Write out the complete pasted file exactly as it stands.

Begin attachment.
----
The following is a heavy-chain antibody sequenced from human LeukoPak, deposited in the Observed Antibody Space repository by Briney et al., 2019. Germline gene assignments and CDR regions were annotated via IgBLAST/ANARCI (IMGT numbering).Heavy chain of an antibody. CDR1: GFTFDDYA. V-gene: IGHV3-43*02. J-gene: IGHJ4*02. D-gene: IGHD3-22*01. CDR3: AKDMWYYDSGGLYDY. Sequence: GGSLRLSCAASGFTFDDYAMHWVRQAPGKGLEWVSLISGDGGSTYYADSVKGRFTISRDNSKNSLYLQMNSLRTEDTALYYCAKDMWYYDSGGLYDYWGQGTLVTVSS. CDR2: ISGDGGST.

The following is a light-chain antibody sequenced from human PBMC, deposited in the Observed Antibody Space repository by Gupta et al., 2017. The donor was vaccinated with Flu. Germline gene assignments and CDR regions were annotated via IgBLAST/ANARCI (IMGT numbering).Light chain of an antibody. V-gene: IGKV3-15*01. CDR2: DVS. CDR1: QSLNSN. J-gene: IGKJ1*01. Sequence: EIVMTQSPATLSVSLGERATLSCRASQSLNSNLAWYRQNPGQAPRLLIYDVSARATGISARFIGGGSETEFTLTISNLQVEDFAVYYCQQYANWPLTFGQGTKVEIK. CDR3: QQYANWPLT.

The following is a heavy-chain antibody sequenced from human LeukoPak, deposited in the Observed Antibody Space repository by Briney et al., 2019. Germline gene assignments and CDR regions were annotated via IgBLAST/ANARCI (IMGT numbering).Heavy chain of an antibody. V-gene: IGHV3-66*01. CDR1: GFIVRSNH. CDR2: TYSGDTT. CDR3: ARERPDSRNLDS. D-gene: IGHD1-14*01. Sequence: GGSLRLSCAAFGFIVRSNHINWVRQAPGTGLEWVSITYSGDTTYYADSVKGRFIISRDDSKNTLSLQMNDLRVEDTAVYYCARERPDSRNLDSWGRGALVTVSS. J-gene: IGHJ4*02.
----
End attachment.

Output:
The following is a heavy-chain antibody sequenced from human LeukoPak, deposited in the Observed Antibody Space repository by Briney et al., 2019. Germline gene assignments and CDR regions were annotated via IgBLAST/ANARCI (IMGT numbering).Heavy chain of an antibody. CDR1: GFTFDDYA. V-gene: IGHV3-43*02. J-gene: IGHJ4*02. D-gene: IGHD3-22*01. CDR3: AKDMWYYDSGGLYDY. Sequence: GGSLRLSCAASGFTFDDYAMHWVRQAPGKGLEWVSLISGDGGSTYYADSVKGRFTISRDNSKNSLYLQMNSLRTEDTALYYCAKDMWYYDSGGLYDYWGQGTLVTVSS. CDR2: ISGDGGST.

The following is a light-chain antibody sequenced from human PBMC, deposited in the Observed Antibody Space repository by Gupta et al., 2017. The donor was vaccinated with Flu. Germline gene assignments and CDR regions were annotated via IgBLAST/ANARCI (IMGT numbering).Light chain of an antibody. V-gene: IGKV3-15*01. CDR2: DVS. CDR1: QSLNSN. J-gene: IGKJ1*01. Sequence: EIVMTQSPATLSVSLGERATLSCRASQSLNSNLAWYRQNPGQAPRLLIYDVSARATGISARFIGGGSETEFTLTISNLQVEDFAVYYCQQYANWPLTFGQGTKVEIK. CDR3: QQYANWPLT.

The following is a heavy-chain antibody sequenced from human LeukoPak, deposited in the Observed Antibody Space repository by Briney et al., 2019. Germline gene assignments and CDR regions were annotated via IgBLAST/ANARCI (IMGT numbering).Heavy chain of an antibody. V-gene: IGHV3-66*01. CDR1: GFIVRSNH. CDR2: TYSGDTT. CDR3: ARERPDSRNLDS. D-gene: IGHD1-14*01. Sequence: GGSLRLSCAAFGFIVRSNHINWVRQAPGTGLEWVSITYSGDTTYYADSVKGRFIISRDDSKNTLSLQMNDLRVEDTAVYYCARERPDSRNLDSWGRGALVTVSS. J-gene: IGHJ4*02.